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Tips by FSHS psychologists to deal with reactions to the war

The Russian invasion of Ukraine has shocked people around the world. War, the distress of people in the war zones and concern for our safety have been in everyone’s mind during the past week. The events currently unfolding are causing all kinds of thoughts and emotions such as anxiety, hatred and fear.

Nowadays information spreads rapidly via the news and social media, which brings the shocking situation in Ukraine even closer to our daily lives. Many of us want to follow the situation and stay up-to-date with events, but the information coming from the conflict areas in almost real time can bring distress and anxiety very close.

Typical reactions to shocking events

It’s natural for the mind to react to new and worrying things and uncertainty. Emotions and reactions vary from one person to another, and they can be mixed and fluctuate. All emotions are acceptable and should be taken as they are, as a normal reaction of the mind. Despite this, you should not dwell on them or spend too much time worrying, but focus on the things that you can influence. By improving our well-being, we can cope better with stress and keep hope alive.

Self-care tips

  • By taking care of your body you’re also taking care of your mental health. Getting enough sleep, eating a balanced and regular diet, and exercising and spending time outdoors all promote well-being.
  • Spend time with others, stay in contact with family and friends, and talk about your worries.
  • You can also process your worries by writing them down for a while.
  • Focus on the present, on positive things that bring enjoyment.
  • If the news makes you anxious, spend less time with the media and online discussions.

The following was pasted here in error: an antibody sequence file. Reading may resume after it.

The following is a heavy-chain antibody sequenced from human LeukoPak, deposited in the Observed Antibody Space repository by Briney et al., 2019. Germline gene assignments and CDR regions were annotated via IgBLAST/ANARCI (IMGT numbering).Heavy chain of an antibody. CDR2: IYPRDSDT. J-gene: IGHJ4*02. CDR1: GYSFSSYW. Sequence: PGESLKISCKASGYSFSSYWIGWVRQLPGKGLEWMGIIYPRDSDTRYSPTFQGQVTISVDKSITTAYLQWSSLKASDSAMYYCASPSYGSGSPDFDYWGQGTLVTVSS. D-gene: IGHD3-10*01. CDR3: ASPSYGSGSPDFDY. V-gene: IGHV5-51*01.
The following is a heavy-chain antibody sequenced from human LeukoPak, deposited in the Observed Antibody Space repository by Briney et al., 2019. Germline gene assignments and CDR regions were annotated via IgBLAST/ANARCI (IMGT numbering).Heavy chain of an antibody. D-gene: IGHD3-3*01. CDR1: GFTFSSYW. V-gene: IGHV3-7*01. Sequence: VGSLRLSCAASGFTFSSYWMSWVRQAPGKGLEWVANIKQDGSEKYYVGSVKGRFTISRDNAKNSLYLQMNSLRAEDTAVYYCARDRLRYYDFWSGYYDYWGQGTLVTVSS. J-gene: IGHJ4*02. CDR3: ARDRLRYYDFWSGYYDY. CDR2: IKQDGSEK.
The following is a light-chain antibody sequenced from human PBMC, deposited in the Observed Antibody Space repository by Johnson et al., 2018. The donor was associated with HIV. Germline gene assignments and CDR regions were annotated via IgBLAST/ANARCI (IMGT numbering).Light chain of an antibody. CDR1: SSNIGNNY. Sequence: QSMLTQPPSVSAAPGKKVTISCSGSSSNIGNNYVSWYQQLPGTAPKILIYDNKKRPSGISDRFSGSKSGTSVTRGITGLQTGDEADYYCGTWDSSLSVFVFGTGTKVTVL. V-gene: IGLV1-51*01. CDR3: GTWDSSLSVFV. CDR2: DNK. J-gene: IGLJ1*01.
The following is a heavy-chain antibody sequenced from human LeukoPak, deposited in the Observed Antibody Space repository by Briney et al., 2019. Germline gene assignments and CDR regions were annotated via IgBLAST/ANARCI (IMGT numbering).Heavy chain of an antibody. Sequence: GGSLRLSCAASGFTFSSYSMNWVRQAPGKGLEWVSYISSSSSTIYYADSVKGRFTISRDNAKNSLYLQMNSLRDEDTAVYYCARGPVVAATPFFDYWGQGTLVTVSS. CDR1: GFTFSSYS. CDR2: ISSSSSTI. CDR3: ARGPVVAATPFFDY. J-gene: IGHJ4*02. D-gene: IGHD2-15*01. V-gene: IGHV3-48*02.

When should you seek outside help?

Signs that you should seek outside help:

  • The initial shock doesn’t get easier, and you’re constantly anxious, feel down or have outbursts of emotions.
  • You’re not able to study.
  • You have trouble sleeping or loss of appetite.
  • Your mind is racing and you can’t calm down.
  • You isolate yourself from others.
  • You experience hopelessness or have lost enjoyment.

Groups particularly affected

The situation can be particularly hard for certain students, such as those with family or relatives in Ukraine. Students with connections to Russia may also experience strong reactions.

There are also students who have moved to Finland from other conflict areas. They may have witnessed war or heard about shocking events from their family. The current news may bring distressing images to the surface.

Here is how you can support your fellow students who are particularly shocked about the situation:

  • Ask how they are coping.
  • Try to instil a sense of security in them and remind them that life in Finland is still peaceful.
  • Do things together to have something else to think about: go outdoors, engage in activities, spend time with friends.


  • FSHS´s anonymous chat service MieliChat weekdays 8-14 via the Self online service.
  • The crisis helpline provided by MIELI Mental Health Finland operates 24 hours a day throughout the year, tel. 09 2525 0111. Calls are anonymous and confidential.
  • Sekasin chat helps those under 30 (weekdays from 9 am to midnight, weekends from 3 pm to midnight), and Solmussa chat helps those over 30 (Monday to Thursday, 3 pm to 7 pm).
  • MielenTEKoja chat provided by Nyyti ry provides support in Finnish and English (Mondays, 5 pm to 7 pm).
Tips by FSHS psychologists to deal with reactions to the war